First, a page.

Georgia legislature
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Human Rights Campaign president Chad Griffin urged studios and production companies to refuse to commit to any further productions in Georgia if Gov. Nathan Deal does not veto a pending religious liberty bill.

Griffin, speaking at the Los Angeles HRC Gala on Saturday, said that “if this bill is signed into law, your employees, your contractors, all those working on your production are at risk of state-sponsored discrimination. That is wrong, it’s un-American. It’s an affront on all the values Hollywood prides itself on.”

With one of the country’s most generous incentive packages, Georgia has emerged as one of the top production centers in the U.S.

Noting the presence of many figures from entertainment at the HRC event, Griffin said, “You have the influence and the opportunity to not only defeat this bill, but to send a message that there are consequences to passing dangerous and hateful laws like this. And so tonight, we’re asking you to join us as we urge TV and film studios, directors and producers, to commit to locating no further productions in the state of Georgia if this bill becomes law.”

Georgia legislators passed the bill earlier this week. It protects religious officials from having to perform same-sex marriage ceremonies, and would allow faith-based organizations to deny services or employment to those who violate their “sincerely held religious belief.”

Several weeks ago, Deal warned that he would reject any bill that he determined was legalized discrimination. But opponents say that the compromise reached this week will still permit discrimination against gays and lesbians.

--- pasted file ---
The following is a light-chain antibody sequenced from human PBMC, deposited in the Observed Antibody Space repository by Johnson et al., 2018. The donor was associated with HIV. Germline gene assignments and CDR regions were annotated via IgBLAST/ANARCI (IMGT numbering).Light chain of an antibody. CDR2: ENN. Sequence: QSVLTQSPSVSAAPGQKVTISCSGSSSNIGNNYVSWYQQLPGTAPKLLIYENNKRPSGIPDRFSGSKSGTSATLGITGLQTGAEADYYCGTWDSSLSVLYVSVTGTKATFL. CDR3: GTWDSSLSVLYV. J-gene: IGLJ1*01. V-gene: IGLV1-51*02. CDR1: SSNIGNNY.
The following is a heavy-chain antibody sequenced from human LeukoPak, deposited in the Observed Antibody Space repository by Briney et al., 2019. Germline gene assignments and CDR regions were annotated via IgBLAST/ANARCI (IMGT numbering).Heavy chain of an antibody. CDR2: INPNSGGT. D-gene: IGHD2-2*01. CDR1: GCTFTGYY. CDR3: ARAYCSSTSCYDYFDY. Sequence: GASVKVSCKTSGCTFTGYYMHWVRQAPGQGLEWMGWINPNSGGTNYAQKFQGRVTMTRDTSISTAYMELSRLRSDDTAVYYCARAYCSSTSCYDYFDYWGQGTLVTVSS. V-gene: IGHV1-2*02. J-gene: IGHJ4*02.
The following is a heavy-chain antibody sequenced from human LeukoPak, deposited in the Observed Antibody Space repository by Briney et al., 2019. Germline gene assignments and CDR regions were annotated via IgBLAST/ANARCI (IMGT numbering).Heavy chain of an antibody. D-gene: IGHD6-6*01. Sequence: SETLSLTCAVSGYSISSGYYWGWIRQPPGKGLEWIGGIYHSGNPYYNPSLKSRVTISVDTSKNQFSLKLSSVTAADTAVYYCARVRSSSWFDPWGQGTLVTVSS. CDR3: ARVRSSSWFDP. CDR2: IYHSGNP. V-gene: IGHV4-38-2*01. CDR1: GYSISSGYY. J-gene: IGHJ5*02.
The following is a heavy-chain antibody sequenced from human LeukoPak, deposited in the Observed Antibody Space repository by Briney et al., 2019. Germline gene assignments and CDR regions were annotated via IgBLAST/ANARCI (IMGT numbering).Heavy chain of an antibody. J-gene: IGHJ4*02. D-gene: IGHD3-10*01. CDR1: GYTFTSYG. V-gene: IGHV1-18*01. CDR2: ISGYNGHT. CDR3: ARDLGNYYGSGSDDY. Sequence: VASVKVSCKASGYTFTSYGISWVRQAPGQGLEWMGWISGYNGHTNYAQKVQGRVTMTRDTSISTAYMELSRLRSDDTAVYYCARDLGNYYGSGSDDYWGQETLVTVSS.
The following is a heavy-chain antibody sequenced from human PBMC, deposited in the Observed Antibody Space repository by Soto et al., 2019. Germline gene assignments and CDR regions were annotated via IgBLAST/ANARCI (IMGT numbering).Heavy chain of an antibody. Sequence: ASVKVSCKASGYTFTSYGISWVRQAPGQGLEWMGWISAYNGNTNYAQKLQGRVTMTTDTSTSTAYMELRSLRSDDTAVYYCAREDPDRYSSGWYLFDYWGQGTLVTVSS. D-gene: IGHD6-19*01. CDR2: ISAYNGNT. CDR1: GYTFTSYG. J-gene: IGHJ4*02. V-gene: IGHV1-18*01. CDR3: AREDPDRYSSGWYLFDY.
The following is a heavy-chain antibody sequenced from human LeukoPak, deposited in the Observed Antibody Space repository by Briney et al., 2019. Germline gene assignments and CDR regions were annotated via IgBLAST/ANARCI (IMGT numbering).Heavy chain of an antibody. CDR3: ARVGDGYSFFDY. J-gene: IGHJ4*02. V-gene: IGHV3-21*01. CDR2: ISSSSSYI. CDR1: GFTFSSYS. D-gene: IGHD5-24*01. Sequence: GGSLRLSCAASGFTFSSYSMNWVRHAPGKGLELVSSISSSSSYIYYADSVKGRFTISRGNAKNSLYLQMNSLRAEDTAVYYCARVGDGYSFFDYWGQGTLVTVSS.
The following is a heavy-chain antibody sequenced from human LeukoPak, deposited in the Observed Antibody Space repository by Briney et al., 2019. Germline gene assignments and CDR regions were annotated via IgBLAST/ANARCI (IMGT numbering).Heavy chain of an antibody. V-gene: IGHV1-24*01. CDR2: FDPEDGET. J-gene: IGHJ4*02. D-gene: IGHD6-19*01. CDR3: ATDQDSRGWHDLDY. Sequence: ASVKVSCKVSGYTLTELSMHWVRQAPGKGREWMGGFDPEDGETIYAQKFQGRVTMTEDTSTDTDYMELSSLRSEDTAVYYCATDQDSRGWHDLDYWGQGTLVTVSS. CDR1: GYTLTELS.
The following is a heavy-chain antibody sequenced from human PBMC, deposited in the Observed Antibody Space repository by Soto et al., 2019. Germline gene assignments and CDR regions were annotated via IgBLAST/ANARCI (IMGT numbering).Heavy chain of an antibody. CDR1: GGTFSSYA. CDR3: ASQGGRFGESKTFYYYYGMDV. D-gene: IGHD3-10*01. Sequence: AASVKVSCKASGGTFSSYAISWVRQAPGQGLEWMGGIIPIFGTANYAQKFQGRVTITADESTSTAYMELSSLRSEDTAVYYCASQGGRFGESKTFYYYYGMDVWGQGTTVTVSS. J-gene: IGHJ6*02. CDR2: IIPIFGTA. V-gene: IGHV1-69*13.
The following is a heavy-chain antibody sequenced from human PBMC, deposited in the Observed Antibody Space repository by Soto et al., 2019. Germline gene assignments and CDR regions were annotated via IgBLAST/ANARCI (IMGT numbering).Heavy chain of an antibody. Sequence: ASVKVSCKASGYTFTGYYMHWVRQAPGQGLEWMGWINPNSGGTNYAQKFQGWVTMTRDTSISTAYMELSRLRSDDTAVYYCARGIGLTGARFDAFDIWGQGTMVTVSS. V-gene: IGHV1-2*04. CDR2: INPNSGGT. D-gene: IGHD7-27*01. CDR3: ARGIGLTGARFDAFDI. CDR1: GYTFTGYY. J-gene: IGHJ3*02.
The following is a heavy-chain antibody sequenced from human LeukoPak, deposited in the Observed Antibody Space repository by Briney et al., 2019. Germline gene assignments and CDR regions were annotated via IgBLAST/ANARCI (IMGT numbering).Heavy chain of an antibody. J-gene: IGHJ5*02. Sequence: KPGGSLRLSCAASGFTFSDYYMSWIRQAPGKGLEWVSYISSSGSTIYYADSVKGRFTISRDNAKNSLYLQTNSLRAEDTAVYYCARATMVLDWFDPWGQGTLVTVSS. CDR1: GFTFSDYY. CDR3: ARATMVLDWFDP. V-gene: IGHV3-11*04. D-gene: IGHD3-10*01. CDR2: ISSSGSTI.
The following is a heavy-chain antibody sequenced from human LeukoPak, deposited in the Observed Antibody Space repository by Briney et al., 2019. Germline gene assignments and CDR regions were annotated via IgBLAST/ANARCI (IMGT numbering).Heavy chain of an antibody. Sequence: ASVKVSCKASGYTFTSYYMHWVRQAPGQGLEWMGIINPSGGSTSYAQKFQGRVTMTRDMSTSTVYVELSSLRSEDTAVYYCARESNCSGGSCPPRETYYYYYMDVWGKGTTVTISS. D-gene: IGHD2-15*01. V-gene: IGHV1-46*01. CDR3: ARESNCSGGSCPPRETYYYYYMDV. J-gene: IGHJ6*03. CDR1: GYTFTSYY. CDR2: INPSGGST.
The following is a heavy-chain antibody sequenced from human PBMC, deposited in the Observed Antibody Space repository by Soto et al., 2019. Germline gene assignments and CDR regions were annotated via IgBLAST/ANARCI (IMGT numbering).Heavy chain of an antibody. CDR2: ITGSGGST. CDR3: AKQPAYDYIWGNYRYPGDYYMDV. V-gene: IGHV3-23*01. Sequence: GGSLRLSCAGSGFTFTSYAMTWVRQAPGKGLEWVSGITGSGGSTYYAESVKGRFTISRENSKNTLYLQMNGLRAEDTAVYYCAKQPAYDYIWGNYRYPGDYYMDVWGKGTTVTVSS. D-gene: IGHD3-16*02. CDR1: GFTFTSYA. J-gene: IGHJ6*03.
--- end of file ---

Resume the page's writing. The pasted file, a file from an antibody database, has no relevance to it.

On Friday, the NFL even warned that it would take such legislation into consideration when evaluating potential host cities for Super Bowl games. A number of corporations including Apple and Salesforce have come out against the bill.

As the bill moved through the legislature this year, it provoked some discussion in Georgia’s movie and TV production community over whether it could lead to companies shunning the state, as is what happened last year when Indiana passed a religious freedom bill. After companies threatened to cease doing business, the legislation was revised.

In addition to drawing a number of TV shows like “Vampire Diaries” and “The Walking Dead,” Georgia has become a production hub for mega-budget tentpole pictures. Marvel’s “Guardians of the Galaxy 2” is shooting at Pinewood Studios, and “Captain America: Civil War” shot there last summer.

By some estimates the state has moved into the No. 3 position for production, behind California and New York. According to the state’s Dept. of Economic Development, $1.7 billion was spent on production in fiscal 2015. In 2007, it had been $132.5 million.

Deal, who has been a big booster of the state’s film and TV tax credit, has not said whether he would sign the revised legislation, but told the Atlanta Journal-Constitution that it would be a “difficult decision.”

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